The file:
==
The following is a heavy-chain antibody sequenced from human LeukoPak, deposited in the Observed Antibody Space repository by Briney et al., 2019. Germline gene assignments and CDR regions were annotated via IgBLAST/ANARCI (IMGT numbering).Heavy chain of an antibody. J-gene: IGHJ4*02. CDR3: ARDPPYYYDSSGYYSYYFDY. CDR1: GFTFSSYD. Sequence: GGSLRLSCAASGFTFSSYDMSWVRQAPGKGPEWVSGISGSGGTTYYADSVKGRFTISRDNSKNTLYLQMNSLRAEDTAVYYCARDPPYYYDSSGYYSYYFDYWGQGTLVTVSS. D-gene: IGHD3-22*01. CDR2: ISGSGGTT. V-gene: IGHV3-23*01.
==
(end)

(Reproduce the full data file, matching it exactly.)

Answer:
The following is a heavy-chain antibody sequenced from human LeukoPak, deposited in the Observed Antibody Space repository by Briney et al., 2019. Germline gene assignments and CDR regions were annotated via IgBLAST/ANARCI (IMGT numbering).Heavy chain of an antibody. J-gene: IGHJ4*02. CDR3: ARDPPYYYDSSGYYSYYFDY. CDR1: GFTFSSYD. Sequence: GGSLRLSCAASGFTFSSYDMSWVRQAPGKGPEWVSGISGSGGTTYYADSVKGRFTISRDNSKNTLYLQMNSLRAEDTAVYYCARDPPYYYDSSGYYSYYFDYWGQGTLVTVSS. D-gene: IGHD3-22*01. CDR2: ISGSGGTT. V-gene: IGHV3-23*01.